Closing Arguments Heard in Nassau Crime Lab DWI Case

An overturned conviction could open a floodgate of problems for Nassau DA

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    NEWSLETTERS

    Closing arguments were heard Friday in a case that could open a floodgate of problems for Nassau county prosecutors.

    Closing arguments were heard Friday in a case that could open a floodgate of problems for Nassau county prosecutors.

    Erin Marino is asking for her 2010 DWI conviction to be thrown out. 

    The Hicksville woman's motion, according to her lawyer, is based on the discovery of errors at the Nassau police crime lab.

    "She was wrongly convicted," said Marino's lawyer Brian Griffin. "One needs to question very hard any evidence that came out of that lab."

    Nassau's DA and county executive ordered the crime lab closed last month, citing errors with drug testing. But now, it appears, the errors extend to other areas.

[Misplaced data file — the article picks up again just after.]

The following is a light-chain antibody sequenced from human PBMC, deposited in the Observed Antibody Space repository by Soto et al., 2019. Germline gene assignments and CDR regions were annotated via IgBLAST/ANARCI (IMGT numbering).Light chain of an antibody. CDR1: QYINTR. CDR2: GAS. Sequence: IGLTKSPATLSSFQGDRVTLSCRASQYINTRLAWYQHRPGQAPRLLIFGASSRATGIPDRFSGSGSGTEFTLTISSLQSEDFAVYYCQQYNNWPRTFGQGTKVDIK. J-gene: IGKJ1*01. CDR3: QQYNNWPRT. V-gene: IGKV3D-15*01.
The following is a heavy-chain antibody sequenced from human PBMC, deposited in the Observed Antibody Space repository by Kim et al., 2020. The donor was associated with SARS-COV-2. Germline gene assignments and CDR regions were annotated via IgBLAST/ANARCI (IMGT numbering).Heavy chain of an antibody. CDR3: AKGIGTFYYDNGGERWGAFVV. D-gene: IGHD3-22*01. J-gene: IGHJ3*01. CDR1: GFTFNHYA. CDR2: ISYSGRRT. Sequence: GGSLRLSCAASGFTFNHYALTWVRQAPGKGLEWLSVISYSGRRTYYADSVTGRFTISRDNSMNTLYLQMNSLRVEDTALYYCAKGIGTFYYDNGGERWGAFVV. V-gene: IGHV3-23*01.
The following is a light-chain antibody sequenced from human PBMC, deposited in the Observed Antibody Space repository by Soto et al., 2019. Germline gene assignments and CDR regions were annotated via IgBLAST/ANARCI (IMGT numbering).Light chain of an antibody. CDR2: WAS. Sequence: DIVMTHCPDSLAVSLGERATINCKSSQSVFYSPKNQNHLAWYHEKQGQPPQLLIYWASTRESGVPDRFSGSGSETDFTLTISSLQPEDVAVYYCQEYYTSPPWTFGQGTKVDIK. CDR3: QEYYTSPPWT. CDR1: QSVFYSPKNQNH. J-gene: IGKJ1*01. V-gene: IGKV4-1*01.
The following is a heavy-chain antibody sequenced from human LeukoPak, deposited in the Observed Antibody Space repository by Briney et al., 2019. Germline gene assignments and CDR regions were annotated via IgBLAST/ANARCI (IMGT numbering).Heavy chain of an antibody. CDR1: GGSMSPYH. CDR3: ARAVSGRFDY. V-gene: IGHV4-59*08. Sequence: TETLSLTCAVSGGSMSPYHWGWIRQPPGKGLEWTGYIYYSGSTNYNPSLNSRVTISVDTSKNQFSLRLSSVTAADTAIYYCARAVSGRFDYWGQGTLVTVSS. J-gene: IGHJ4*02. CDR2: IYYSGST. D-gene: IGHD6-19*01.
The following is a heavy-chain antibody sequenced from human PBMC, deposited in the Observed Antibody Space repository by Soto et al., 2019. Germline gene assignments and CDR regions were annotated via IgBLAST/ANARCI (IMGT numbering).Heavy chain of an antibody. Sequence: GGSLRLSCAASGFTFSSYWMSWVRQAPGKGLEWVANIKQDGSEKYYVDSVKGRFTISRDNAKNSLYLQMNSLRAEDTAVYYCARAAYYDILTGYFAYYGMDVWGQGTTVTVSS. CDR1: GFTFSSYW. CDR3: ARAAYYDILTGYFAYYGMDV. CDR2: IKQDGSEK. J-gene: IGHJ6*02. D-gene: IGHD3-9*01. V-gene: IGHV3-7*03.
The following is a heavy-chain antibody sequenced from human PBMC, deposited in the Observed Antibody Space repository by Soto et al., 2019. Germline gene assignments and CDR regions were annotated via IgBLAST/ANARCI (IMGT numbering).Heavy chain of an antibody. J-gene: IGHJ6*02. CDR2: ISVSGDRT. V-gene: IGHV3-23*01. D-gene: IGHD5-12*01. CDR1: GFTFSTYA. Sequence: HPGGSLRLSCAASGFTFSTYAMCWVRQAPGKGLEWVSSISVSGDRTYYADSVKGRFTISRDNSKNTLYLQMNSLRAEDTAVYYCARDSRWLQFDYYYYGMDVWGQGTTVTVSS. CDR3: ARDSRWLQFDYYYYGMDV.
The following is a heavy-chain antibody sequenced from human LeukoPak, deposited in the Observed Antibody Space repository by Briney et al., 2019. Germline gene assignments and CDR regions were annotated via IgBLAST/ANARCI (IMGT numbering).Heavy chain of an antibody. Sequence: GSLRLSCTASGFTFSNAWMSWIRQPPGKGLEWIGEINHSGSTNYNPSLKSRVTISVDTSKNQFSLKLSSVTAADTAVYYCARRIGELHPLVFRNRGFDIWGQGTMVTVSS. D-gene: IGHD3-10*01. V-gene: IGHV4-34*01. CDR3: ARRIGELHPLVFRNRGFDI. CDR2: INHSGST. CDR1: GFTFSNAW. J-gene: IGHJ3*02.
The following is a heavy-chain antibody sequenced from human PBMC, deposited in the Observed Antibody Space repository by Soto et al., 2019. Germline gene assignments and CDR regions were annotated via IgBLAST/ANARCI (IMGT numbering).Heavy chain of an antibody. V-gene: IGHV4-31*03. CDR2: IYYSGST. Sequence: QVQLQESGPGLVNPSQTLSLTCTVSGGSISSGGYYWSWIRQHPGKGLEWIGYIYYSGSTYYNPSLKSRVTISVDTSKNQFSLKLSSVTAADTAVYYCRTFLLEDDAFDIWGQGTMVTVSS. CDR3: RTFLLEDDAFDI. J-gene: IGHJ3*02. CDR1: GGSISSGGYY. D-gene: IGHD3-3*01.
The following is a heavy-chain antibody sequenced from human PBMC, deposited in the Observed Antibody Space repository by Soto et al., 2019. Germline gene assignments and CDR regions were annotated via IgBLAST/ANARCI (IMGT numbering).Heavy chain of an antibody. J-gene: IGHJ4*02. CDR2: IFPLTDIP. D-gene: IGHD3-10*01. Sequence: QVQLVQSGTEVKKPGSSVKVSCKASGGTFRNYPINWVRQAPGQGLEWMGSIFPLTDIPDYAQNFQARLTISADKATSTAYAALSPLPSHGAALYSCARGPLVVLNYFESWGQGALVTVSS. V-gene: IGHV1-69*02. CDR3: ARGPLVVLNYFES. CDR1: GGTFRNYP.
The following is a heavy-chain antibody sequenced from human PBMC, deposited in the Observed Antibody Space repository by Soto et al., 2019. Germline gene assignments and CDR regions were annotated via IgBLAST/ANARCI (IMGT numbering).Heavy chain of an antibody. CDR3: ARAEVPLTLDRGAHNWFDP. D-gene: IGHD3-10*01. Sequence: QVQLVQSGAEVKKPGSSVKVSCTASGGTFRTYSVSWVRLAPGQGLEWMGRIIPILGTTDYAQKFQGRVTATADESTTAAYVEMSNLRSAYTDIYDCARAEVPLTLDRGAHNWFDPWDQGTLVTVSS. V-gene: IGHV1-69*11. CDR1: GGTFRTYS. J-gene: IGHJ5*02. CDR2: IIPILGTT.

Mistakes have been found in at least nine DWI cases, according to William Kephart, the president of the Nassau County Criminal Courts Bar Association.

    In one case, Kephart said, one person with no alcohol in her blood was charged with DWI.

    "Anything that went through that crime lab should not be brought into a court of law," said Kephart. "You can't have compromised justice in a county and this is compromised justice."

    Nassau's district attorney's office refused comment on the new developments. 

    Governor Andrew Cuomo has appointed NY's inspector general to review the crime lab's operation.  Right now, it's unclear how far back the problems extend.

    "If the DA is working so hard to put together cases, why didn't they know about this?" asked former prosecutor Fred Kline.

    Kline is now part of a Nassau Bar Association Task Force overseeing the crime lab probe.  The crime lab problems began with county budget cuts, Kline charged.

    "Follow the money," he added.  "Staff was cut and equipment wasn't updated."

    Innocent people may have been convicted because of crime lab errors, Kline said, and defense lawyers are sure to challenge those convictions.

    Erin Marino's case could open the door to many more such challenges. A decision is expected Monday.